If you have a corporate-welfare bank that costs all taxpayers, combined, $2 billion a decade, and it provides almost all of its subsidies to a handful of politically connected companies, congressmen will hear a lot more lobbying in defense of the corporate-welfare bank than in opposition.

This dynamic is called "concentrated benefits and diffuse costs." And it's the reason corporate welfare thrives in Washington.

The Sunlight Foundation lays out the lobbying expenditures by the clients/supporters of Ex-Im and the opponents. The results are telling:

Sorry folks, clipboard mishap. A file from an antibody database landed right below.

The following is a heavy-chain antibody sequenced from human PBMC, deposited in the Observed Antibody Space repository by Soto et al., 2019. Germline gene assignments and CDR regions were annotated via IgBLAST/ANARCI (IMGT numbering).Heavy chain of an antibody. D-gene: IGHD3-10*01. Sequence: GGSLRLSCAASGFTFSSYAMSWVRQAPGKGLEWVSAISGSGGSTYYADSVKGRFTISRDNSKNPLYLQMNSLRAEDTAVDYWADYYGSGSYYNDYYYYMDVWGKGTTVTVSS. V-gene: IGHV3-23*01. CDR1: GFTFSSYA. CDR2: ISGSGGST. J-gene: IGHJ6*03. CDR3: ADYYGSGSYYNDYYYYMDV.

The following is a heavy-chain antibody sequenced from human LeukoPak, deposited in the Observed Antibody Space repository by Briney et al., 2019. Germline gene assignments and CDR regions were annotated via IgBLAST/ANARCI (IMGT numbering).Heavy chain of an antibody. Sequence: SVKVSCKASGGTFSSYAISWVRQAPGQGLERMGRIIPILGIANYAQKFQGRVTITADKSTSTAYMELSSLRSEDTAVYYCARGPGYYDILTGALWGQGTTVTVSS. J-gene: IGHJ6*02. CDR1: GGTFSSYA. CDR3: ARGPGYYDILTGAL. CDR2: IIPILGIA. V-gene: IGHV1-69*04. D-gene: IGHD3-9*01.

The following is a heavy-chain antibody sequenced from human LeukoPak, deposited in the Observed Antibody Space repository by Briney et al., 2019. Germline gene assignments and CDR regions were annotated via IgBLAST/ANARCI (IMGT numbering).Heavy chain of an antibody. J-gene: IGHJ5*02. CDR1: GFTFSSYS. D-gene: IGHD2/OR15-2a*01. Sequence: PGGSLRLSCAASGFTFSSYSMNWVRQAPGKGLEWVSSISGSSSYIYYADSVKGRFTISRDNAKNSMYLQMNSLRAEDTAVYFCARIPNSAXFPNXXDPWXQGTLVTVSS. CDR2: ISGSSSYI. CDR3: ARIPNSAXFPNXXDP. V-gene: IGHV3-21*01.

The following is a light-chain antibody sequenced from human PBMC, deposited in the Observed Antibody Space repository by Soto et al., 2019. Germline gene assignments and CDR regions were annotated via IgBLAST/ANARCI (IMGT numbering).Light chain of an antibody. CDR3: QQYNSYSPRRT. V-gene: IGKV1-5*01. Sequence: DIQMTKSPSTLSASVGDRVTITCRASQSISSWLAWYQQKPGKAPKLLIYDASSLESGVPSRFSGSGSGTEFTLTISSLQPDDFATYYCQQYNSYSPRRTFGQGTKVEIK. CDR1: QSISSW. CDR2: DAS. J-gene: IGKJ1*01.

A new Sunlight Foundation analysis of the 20 organizations that have lobbied the most on the Export-Import Bank since 2008 shows that 19 of 20 support and benefit from the bank....

The corporate beneficiaries of the Ex-Im have all been extremely active in their support of the bank for years. Opponents have not....

Certainly, opponents of the Ex-Im bank appear to be gaining a wider audience. But they are up against the lobbying muscle of companies and industries that have been successfully lobbying in the support of the bank for years, and also have millions of dollars in sales at stake.

Largesse always has a lobby. Open competition often doesn't.